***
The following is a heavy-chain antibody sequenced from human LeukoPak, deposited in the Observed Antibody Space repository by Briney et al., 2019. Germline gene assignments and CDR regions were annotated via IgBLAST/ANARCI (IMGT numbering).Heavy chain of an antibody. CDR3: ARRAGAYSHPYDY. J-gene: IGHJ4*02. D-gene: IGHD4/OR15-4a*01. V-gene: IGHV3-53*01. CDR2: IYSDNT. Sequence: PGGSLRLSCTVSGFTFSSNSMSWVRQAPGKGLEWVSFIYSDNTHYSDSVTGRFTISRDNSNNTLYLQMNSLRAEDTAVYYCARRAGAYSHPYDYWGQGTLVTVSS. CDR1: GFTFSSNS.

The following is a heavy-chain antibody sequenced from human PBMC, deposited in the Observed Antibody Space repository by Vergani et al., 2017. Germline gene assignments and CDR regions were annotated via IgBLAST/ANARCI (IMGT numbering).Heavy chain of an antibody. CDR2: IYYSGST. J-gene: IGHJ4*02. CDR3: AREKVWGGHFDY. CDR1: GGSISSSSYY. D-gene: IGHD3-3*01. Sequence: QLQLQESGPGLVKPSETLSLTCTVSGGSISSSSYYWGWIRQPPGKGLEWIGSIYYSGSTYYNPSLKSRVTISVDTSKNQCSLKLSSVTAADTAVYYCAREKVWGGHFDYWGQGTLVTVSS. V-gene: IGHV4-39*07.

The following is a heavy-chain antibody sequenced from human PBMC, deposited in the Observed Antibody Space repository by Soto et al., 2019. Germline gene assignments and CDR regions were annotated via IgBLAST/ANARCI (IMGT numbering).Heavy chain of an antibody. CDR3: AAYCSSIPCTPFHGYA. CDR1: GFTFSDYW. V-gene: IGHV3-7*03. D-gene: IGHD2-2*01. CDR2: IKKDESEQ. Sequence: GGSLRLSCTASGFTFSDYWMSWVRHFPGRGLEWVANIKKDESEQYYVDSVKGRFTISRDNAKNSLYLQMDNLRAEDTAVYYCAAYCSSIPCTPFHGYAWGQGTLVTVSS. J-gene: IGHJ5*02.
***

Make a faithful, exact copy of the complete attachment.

The following is a heavy-chain antibody sequenced from human LeukoPak, deposited in the Observed Antibody Space repository by Briney et al., 2019. Germline gene assignments and CDR regions were annotated via IgBLAST/ANARCI (IMGT numbering).Heavy chain of an antibody. CDR3: ARRAGAYSHPYDY. J-gene: IGHJ4*02. D-gene: IGHD4/OR15-4a*01. V-gene: IGHV3-53*01. CDR2: IYSDNT. Sequence: PGGSLRLSCTVSGFTFSSNSMSWVRQAPGKGLEWVSFIYSDNTHYSDSVTGRFTISRDNSNNTLYLQMNSLRAEDTAVYYCARRAGAYSHPYDYWGQGTLVTVSS. CDR1: GFTFSSNS.

The following is a heavy-chain antibody sequenced from human PBMC, deposited in the Observed Antibody Space repository by Vergani et al., 2017. Germline gene assignments and CDR regions were annotated via IgBLAST/ANARCI (IMGT numbering).Heavy chain of an antibody. CDR2: IYYSGST. J-gene: IGHJ4*02. CDR3: AREKVWGGHFDY. CDR1: GGSISSSSYY. D-gene: IGHD3-3*01. Sequence: QLQLQESGPGLVKPSETLSLTCTVSGGSISSSSYYWGWIRQPPGKGLEWIGSIYYSGSTYYNPSLKSRVTISVDTSKNQCSLKLSSVTAADTAVYYCAREKVWGGHFDYWGQGTLVTVSS. V-gene: IGHV4-39*07.

The following is a heavy-chain antibody sequenced from human PBMC, deposited in the Observed Antibody Space repository by Soto et al., 2019. Germline gene assignments and CDR regions were annotated via IgBLAST/ANARCI (IMGT numbering).Heavy chain of an antibody. CDR3: AAYCSSIPCTPFHGYA. CDR1: GFTFSDYW. V-gene: IGHV3-7*03. D-gene: IGHD2-2*01. CDR2: IKKDESEQ. Sequence: GGSLRLSCTASGFTFSDYWMSWVRHFPGRGLEWVANIKKDESEQYYVDSVKGRFTISRDNAKNSLYLQMDNLRAEDTAVYYCAAYCSSIPCTPFHGYAWGQGTLVTVSS. J-gene: IGHJ5*02.